::d=diameter of nanoparticle

Liquid Shell Nucleation Model

The liquid shell nucleation model (LSN) predicts that a surface layer of atoms melts prior to the bulk of the particle. [13] The melting temperature of a nanoparticle is a function of its radius of curvature according to the LSN. Large nanoparticles melt at greater temperatures as a result of their larger radius of curvature.

The model calculates melting conditions as a function of two competing order parameters using Landau potentials. One order parameter represents a solid nanoparticle, while the other represents the liquid phase. Each of the order parameters is a function of particle radius.

The parabolic Landau potentials for the liquid and solid phases are calculated at a given temperature, with the lesser Landau potential assumed to be the equilibrium state at any point in the particle. In the temperature range of surface melting, the results show that the Landau curve of the ordered state is favored near the center of the particle while the Landau curve of the disordered state is smaller near the surface of the particle.

The Landau curves intersect at a specific radius from the center of the particle. The distinct intersection of the potentials means the LSN predicts a sharp, unmoving interface between the solid and liquid phases at a given temperature. The exact thickness of the liquid layer at a given temperature is the equilibrium point between the competing Landau potentials.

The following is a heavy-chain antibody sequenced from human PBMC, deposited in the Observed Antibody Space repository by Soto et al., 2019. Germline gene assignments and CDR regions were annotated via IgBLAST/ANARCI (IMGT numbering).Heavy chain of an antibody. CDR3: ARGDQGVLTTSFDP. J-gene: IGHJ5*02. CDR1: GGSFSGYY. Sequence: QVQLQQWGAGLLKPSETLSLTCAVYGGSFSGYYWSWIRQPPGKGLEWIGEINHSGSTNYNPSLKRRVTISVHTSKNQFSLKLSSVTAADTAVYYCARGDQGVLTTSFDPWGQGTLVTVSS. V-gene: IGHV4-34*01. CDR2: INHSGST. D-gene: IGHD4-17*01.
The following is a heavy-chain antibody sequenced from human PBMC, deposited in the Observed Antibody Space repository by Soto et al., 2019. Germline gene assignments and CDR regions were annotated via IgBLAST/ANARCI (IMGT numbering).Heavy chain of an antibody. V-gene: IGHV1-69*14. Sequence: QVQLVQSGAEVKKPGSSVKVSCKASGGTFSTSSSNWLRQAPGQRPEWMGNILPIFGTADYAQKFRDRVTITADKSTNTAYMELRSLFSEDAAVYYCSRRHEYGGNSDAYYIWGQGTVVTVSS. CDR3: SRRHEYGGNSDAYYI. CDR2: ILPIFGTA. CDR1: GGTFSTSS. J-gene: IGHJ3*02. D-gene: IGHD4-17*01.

Equation 5 gives the condition at which an entire nanoparticle melts according to the LSN model. [14]

$T_M\left(d\right)=frac\left\{4T_\left\{MB\left\{H_fd\right\}\left(frac\left\{sigma,_\left\{sv\left\{1-frac\left\{d_0\right\}\left\{d-sigma,_\left\{lv\right\}\left(1-frac\left\{ ho,_s\right\}\left\{ ho,_l\right\}\right)\right)$
Where: d0=atomic diameter

Liquid Nucleation and Growth Model

The liquid nucleation and growth model (LNG) treats nanoparticle melting as a surface initiated process. [15] The surface melts initially, and the liquid-solid interface quickly advances through the entire nanoparticle. The LNG defines melting conditions through the Gibbs-Duhem relations, yielding a melting temperature function dependent on the interfacial energies between the solid and liquid phases, volumes and surface areas of each phase, and size of the nanoparticle. The model calculations show that the liquid phase forms at lower temperatures for smaller nanoparticles. Once the liquid phase forms, the free energy conditions quickly change and favor melting. Equation 6 gives the melting conditions for a spherical nanoparticle according to the LNG model. [14]

$T_M\left(d\right)=frac\left\{2T_\left\{MB\left\{H_fd\right\}\left(sigma,_\left\{sl\right\}-sigma,_\left\{lv\right\}3\left(sigma,_\left\{sv\right\}-sigma,_\left\{lv\right\}frac\left\{ ho,_s\right\}\left\{ ho,_l\right\}\right)\right)$